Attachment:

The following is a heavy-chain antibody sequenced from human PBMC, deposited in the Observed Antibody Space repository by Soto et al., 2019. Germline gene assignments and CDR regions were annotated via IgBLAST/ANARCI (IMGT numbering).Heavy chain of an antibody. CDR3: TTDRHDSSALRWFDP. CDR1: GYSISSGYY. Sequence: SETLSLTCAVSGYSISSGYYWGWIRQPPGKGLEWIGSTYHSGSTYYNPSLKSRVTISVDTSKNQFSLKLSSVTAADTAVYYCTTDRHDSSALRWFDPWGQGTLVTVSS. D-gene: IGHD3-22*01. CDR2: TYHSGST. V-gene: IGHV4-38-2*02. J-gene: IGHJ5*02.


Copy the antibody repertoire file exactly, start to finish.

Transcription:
The following is a heavy-chain antibody sequenced from human PBMC, deposited in the Observed Antibody Space repository by Soto et al., 2019. Germline gene assignments and CDR regions were annotated via IgBLAST/ANARCI (IMGT numbering).Heavy chain of an antibody. CDR3: TTDRHDSSALRWFDP. CDR1: GYSISSGYY. Sequence: SETLSLTCAVSGYSISSGYYWGWIRQPPGKGLEWIGSTYHSGSTYYNPSLKSRVTISVDTSKNQFSLKLSSVTAADTAVYYCTTDRHDSSALRWFDPWGQGTLVTVSS. D-gene: IGHD3-22*01. CDR2: TYHSGST. V-gene: IGHV4-38-2*02. J-gene: IGHJ5*02.